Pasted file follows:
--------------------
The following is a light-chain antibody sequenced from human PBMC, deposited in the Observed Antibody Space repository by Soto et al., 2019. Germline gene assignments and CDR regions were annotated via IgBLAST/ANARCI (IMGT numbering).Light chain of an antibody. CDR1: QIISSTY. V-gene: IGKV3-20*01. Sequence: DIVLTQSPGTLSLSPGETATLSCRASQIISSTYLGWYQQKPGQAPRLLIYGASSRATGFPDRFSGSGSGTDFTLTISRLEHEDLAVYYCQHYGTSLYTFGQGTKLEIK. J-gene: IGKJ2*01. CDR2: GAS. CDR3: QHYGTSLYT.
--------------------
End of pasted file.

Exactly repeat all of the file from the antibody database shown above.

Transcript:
The following is a light-chain antibody sequenced from human PBMC, deposited in the Observed Antibody Space repository by Soto et al., 2019. Germline gene assignments and CDR regions were annotated via IgBLAST/ANARCI (IMGT numbering).Light chain of an antibody. CDR1: QIISSTY. V-gene: IGKV3-20*01. Sequence: DIVLTQSPGTLSLSPGETATLSCRASQIISSTYLGWYQQKPGQAPRLLIYGASSRATGFPDRFSGSGSGTDFTLTISRLEHEDLAVYYCQHYGTSLYTFGQGTKLEIK. J-gene: IGKJ2*01. CDR2: GAS. CDR3: QHYGTSLYT.